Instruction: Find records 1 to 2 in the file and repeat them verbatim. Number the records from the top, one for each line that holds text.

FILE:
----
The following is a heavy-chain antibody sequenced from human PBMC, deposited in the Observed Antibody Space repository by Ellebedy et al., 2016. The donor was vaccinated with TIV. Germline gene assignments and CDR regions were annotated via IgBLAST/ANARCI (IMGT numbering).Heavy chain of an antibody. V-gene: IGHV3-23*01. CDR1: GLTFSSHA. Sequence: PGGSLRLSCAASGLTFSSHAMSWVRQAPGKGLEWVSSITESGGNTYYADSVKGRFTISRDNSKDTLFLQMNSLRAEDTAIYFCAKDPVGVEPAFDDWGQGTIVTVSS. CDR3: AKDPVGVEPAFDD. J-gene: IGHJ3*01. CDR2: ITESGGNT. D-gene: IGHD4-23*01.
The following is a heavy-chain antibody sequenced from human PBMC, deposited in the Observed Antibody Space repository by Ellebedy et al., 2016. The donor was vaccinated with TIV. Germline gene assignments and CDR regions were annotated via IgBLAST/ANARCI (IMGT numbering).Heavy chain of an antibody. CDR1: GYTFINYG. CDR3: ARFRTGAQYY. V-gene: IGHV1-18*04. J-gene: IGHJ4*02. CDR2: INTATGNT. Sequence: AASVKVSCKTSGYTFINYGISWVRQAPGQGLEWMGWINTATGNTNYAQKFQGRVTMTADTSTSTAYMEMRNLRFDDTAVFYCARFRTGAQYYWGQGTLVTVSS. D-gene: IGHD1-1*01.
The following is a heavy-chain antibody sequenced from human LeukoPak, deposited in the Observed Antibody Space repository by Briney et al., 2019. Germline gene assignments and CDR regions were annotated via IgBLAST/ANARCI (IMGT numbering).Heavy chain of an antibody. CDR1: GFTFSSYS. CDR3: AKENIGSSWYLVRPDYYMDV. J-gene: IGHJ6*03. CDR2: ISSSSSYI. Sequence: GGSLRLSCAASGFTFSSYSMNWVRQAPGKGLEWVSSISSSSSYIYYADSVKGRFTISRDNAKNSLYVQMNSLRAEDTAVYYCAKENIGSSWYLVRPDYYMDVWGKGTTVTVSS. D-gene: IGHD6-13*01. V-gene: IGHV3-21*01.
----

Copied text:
The following is a heavy-chain antibody sequenced from human PBMC, deposited in the Observed Antibody Space repository by Ellebedy et al., 2016. The donor was vaccinated with TIV. Germline gene assignments and CDR regions were annotated via IgBLAST/ANARCI (IMGT numbering).Heavy chain of an antibody. V-gene: IGHV3-23*01. CDR1: GLTFSSHA. Sequence: PGGSLRLSCAASGLTFSSHAMSWVRQAPGKGLEWVSSITESGGNTYYADSVKGRFTISRDNSKDTLFLQMNSLRAEDTAIYFCAKDPVGVEPAFDDWGQGTIVTVSS. CDR3: AKDPVGVEPAFDD. J-gene: IGHJ3*01. CDR2: ITESGGNT. D-gene: IGHD4-23*01.
The following is a heavy-chain antibody sequenced from human PBMC, deposited in the Observed Antibody Space repository by Ellebedy et al., 2016. The donor was vaccinated with TIV. Germline gene assignments and CDR regions were annotated via IgBLAST/ANARCI (IMGT numbering).Heavy chain of an antibody. CDR1: GYTFINYG. CDR3: ARFRTGAQYY. V-gene: IGHV1-18*04. J-gene: IGHJ4*02. CDR2: INTATGNT. Sequence: AASVKVSCKTSGYTFINYGISWVRQAPGQGLEWMGWINTATGNTNYAQKFQGRVTMTADTSTSTAYMEMRNLRFDDTAVFYCARFRTGAQYYWGQGTLVTVSS. D-gene: IGHD1-1*01.